Near the end of Proust’s In Search Of Lost Time, the main character realizes that his own life can be the inspiration for a great work of literature. During this epiphany, Proust makes a brief digression to talk about art, and how to appreciate art you really need to pay attention not only to the art itself, but also the memories it triggers or the impression that it makes in you, the viewer.
Let me quote a few sentences.
Even where the joys of art are concerned, although we seek and value them for the sake of the impression that they give us, we contrive as quickly as possible to set aside, as being inexpressible, precisely that element in them which is the impression that we sought, and we concentrate instead upon that other ingredient in aesthetic emotion which allows us to savour its pleasure without penetrating its essence and lets us suppose that we are sharing it with other art-lovers, with whom we find it possible to converse just because, the personal root of our own impression having been suppressed, we are discussing with them a thing which is the same for them and for us. Even in those moments when we are the most disinterested spectators of nature, or of society or of love or of art itself, since every impression is double and the one half which is sheathed in the object is prolonged in ourselves by another half which we alone can know, we speedily find means to neglect this second half, which is the one on which we ought to concentrate, and to pay attention only to the first half which, as it is external and therefore cannot be intimately explored, will occasion us no fatigue. To try to perceive the little furrow which the sight of a hawthorn bush or of a church has traced in us is a task that we find too difficult. But we play a symphony over and over again, we go back repeatedly to see a church until - in that flight to get away from our own life (which we have not the courage to look at) which goes by the name of erudition - we know them, the symphony and the church, as well as and in the same fashion as the most knowledgeable connoisseur of music or archaeology. And how many art-lovers stop there, without extracting anything from their impression, so that they grow old useless and unsatisfied, like celibates of art!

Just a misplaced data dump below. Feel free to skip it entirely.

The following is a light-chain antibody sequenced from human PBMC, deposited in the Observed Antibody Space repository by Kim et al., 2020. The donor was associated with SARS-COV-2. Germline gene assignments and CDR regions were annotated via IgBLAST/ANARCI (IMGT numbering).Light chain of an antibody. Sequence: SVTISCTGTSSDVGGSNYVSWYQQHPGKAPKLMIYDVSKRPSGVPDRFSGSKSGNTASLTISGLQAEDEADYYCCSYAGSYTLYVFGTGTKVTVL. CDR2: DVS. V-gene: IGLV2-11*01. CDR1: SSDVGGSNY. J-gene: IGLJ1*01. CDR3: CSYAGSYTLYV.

The rest of the paragraph is pretty good, too.
Anyway, I used to think that when you looked at art you should use some sort of “evaluating art” skill, the way I would look at the design for a new database and think about whether it seemed like a good database design or not. And it just seemed like I lacked this skill, or found the development of this skill uninteresting. After reading this book I was curious to try out this “Proustian” way to appreciate art, where instead of wondering whether the art was good or not, you just look at it and if it triggers any memories, you think about those memories, see what things you can remember that you haven’t thought about in years, see if the art relates to those memories and if you can dig in somehow.
So last weekend I took a trip to SFMOMA with my 9-year-old son, and I really enjoyed this exhibit of American abstract art, which I never really appreciated very much before.
This piece reminds me of the blackboard in the first math class I took in college. The professor would get really emotionally engaged in writing things on the blackboard while talking about them, and in the process he would seem to stop paying attention to the blackboard itself. Often it would be impossible to distinguish different Greek letters, or different parts of a formula would run into each other.
Rather than completely erase the board, the professor would sort of quickly swipe an eraser and then start writing something else. The blackboard became like the catacombs beneath Mexico City, new buildings constructed on top of the ruins of past generations, with the clever archaeologist able to discern layers of different lemmas and corollaries.
It’s like the subject itself, abstract algebra. Theorems about rings, laid on top of theorems about fields, on top of integers, on top of groups, all above a historical process of figuring this stuff out that resembled the eventual outcome but shuffled around and with a bunch of false starts mixed in there.
Meanwhile, my son enjoyed the sculptures that looked like the sort of armor a bug monster would wear. The only flaw of the trip was the cold and terrible pizza from the kid’s menu at the cafe. Next time, I will encourage him toward the chicken tenders.